November 11, 2013 – ENVIROMONDAY
“The Heritage of Romanticism in Contemporary Ecopoetry”
Speaker: Brenda Hillman, Olivia Filippi Professor of Poetry, St. Mary’s College of California
Brenda Hillman will discuss the influences of several “Nature” traditions– including ideas of Romantic poets– on current ecopoetry, ecopoetics, and environmental activism. She will present some poems that have inspired her in these traditions.
Brenda is the author of nine collections of poetry, all published by Wesleyan University Press, the most recent of which are Pieces of Air in the Epic (2005), which received the William Carlos Williams Prize for Poetry, Practical Water (2009) and Seasonal Works with Letters on Fire (2013). With Patricia Dienstfrey, she edited The Grand Permission: New Writings on Poetics and Motherhood (Wesleyan, 2003). Brenda is a social justice and environmental activist and lives in the San Francisco Bay Area.
November 14, 2013
“Braiding Sweetgrass: Indigenous Wisdom, Scientific Knowledge and the Teachings of Plants”
Speaker: Robin Wall Kimmerer, SUNY Distinguished Teaching Professor of Environmental Biology, and founder and director of the Center for Native Peoples and the Environment
In essays that range from a retelling of the creation of Turtle Island, through the author’s childhood, to her struggles as a female, indigenous PhD candidate, to her evolution as a mother, and to her current fight for the rights of all beings living around her upstate New York home, the book returns continually to plants, animals, and indigenous stories for guidance. In an essay about boiling down maple sap for her daughters, she describes how squirrels showed us the path to maple syrup. While recounting the history of Native displacement, she illuminates how trees speak to one another in languages that drift on the wind. And in the story of her beginnings as a scientist we learn how flowers can work together to create beauty and sustenance that appeals to humans and bees alike. As she explores these themes she circles toward a central argument: that the awakening of a wider ecological consciousness requires the acknowledgement of our reciprocal relationship with the world. That once we begin to listen for the languages of other beings, we can begin to understand the innumerable life-giving gifts the world provides us and learn to offer our thanks and care in return.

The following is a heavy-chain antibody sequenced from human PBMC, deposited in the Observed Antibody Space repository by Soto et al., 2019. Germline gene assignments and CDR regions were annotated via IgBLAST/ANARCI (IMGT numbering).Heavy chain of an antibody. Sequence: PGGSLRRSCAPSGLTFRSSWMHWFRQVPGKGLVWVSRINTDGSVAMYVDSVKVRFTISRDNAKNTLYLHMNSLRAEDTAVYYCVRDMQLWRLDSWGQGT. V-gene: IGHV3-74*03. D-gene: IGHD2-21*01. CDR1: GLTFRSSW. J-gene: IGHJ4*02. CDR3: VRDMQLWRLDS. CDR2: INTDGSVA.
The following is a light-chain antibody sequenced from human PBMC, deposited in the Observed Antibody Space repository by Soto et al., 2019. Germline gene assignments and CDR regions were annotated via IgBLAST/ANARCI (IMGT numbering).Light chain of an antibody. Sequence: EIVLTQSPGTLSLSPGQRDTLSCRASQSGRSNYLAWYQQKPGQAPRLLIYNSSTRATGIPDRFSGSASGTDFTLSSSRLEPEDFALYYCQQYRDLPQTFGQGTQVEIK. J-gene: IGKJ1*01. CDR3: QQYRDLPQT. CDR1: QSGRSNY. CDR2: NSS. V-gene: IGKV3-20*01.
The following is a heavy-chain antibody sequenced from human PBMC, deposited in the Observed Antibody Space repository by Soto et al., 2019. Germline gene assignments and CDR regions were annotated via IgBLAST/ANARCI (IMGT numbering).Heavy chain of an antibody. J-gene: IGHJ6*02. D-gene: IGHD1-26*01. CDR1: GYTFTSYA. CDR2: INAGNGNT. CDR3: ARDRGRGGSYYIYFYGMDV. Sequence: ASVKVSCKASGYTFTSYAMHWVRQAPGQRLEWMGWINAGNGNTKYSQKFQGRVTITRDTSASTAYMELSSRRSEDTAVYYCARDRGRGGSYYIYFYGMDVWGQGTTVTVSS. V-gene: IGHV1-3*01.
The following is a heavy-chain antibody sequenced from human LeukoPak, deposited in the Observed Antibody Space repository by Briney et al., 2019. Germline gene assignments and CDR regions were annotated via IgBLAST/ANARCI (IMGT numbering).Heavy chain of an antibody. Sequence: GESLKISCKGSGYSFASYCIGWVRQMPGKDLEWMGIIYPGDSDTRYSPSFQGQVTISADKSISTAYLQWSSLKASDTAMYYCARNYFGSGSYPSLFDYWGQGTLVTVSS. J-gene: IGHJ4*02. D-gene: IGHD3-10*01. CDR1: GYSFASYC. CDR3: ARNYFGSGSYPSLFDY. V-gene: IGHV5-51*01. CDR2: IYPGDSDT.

Robin Wall Kimmerer is a mother, a scientist, a decorated professor, and an enrolled member of the Citizen Potowatomi Nation. Her first book, Gathering Moss was awarded the 2005 John Burroughs Medal for outstanding nature writing. Her writings have appeared in Orion, Whole Terrain, and Stone Canoe amongst many others.
November 21, 2013
“Health Implications of Climate Change in Minnesota”
Speaker: Kelly Muellman, Planner for the Minnesota Climate and Health Program at the Minnesota Department of Health
The last few decades of climate observations are concerning; the rate of change is unprecedented in recent history and changes are already having consequences on the health of the public. This presentation will provide an overview of observed climate changes in Minnesota, the potential impacts on public health, and the populations most vulnerable to climate change effects.
Kelly Muellman’s past projects have included assessing the comprehensive planning process in the 7-county metro area for inclusion of health and climate change; investigating the integration of climate change and health impact assessment with the environmental review process; using GIS to investigate the location of populations vulnerable to climate change effects; and development of climate change training modules around the topics of water quality and quantity, air quality, and agriculture and food security. She started at MDH in June 2011 following the completion of her Masters of Urban and Regional Planning from the Humphrey School.
December 5, 2013
Study Abroad Informational Meeting for Environmental Studies Majors